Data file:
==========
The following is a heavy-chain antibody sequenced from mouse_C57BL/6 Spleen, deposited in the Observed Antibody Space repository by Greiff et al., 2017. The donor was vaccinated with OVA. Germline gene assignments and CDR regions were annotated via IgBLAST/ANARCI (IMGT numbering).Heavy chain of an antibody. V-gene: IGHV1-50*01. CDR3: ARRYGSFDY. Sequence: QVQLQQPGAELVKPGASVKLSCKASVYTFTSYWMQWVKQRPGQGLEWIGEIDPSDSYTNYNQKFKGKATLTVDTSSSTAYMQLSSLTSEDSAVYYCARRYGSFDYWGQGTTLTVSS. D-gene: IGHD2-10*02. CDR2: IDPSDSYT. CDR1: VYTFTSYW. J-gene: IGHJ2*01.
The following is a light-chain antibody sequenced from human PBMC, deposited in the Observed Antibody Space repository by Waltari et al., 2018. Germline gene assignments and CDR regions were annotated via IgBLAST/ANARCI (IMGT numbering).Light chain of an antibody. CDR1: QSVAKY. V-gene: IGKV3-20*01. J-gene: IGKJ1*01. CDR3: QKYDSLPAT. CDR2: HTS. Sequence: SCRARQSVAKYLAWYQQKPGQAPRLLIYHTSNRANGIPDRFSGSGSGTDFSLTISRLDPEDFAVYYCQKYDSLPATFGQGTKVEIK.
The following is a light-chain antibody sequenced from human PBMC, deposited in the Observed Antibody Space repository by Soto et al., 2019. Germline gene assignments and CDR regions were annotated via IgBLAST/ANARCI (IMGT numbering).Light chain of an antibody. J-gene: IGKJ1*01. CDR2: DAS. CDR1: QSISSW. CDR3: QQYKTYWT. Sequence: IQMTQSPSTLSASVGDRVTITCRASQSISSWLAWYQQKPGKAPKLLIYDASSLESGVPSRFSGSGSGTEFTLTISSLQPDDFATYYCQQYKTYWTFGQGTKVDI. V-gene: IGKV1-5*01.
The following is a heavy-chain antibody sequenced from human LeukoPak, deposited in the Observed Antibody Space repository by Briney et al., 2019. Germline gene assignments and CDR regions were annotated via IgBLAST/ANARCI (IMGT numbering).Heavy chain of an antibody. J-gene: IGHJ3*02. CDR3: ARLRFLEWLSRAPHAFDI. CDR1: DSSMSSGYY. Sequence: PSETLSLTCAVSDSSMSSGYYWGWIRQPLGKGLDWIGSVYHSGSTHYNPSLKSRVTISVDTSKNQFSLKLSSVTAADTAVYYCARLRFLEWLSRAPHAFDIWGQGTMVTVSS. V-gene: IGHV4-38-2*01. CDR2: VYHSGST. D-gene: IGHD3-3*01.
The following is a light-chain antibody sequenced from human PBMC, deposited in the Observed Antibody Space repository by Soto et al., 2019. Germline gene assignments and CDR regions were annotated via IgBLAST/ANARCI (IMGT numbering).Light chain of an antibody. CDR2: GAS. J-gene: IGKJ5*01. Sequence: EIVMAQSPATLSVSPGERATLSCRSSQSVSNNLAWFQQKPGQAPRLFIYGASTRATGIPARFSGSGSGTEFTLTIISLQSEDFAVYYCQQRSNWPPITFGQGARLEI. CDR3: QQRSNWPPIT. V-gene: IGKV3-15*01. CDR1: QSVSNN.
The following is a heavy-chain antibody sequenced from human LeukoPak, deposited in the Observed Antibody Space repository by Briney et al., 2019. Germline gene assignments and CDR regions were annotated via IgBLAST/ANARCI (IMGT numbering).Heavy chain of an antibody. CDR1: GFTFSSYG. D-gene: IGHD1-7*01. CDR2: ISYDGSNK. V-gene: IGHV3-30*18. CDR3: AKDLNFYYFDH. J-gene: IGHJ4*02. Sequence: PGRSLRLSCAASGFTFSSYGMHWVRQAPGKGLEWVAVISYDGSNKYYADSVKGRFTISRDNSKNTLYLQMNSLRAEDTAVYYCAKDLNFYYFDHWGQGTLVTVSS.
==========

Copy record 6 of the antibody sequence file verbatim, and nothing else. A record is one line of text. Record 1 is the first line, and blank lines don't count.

The following is a heavy-chain antibody sequenced from human LeukoPak, deposited in the Observed Antibody Space repository by Briney et al., 2019. Germline gene assignments and CDR regions were annotated via IgBLAST/ANARCI (IMGT numbering).Heavy chain of an antibody. CDR1: GFTFSSYG. D-gene: IGHD1-7*01. CDR2: ISYDGSNK. V-gene: IGHV3-30*18. CDR3: AKDLNFYYFDH. J-gene: IGHJ4*02. Sequence: PGRSLRLSCAASGFTFSSYGMHWVRQAPGKGLEWVAVISYDGSNKYYADSVKGRFTISRDNSKNTLYLQMNSLRAEDTAVYYCAKDLNFYYFDHWGQGTLVTVSS.